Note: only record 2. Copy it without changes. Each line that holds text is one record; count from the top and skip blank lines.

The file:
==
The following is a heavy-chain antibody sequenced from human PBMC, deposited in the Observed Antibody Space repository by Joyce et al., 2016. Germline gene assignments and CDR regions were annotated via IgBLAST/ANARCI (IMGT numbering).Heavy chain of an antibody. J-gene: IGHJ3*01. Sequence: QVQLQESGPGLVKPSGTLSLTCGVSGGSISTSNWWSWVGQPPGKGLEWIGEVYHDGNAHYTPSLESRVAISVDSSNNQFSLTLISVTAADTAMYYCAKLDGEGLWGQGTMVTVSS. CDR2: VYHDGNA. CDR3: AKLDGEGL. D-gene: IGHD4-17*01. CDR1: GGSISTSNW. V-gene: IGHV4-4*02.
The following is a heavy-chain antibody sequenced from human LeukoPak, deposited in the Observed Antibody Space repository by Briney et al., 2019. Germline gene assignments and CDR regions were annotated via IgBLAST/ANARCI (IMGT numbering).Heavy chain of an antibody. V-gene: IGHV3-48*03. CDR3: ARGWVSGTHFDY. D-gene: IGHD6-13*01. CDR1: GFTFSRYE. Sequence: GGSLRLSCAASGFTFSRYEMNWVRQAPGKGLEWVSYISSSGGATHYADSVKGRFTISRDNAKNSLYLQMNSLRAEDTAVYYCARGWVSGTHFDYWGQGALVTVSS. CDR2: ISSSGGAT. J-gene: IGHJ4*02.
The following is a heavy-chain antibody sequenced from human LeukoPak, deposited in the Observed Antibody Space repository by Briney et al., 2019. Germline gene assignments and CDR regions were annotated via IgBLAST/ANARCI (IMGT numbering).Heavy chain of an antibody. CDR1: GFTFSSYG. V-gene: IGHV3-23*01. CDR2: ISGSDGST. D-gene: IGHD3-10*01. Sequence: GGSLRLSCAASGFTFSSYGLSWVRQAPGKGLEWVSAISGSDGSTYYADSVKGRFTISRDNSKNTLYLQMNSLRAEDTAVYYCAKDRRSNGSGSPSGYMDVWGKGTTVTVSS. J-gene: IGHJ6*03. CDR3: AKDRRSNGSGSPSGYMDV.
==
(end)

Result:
The following is a heavy-chain antibody sequenced from human LeukoPak, deposited in the Observed Antibody Space repository by Briney et al., 2019. Germline gene assignments and CDR regions were annotated via IgBLAST/ANARCI (IMGT numbering).Heavy chain of an antibody. V-gene: IGHV3-48*03. CDR3: ARGWVSGTHFDY. D-gene: IGHD6-13*01. CDR1: GFTFSRYE. Sequence: GGSLRLSCAASGFTFSRYEMNWVRQAPGKGLEWVSYISSSGGATHYADSVKGRFTISRDNAKNSLYLQMNSLRAEDTAVYYCARGWVSGTHFDYWGQGALVTVSS. CDR2: ISSSGGAT. J-gene: IGHJ4*02.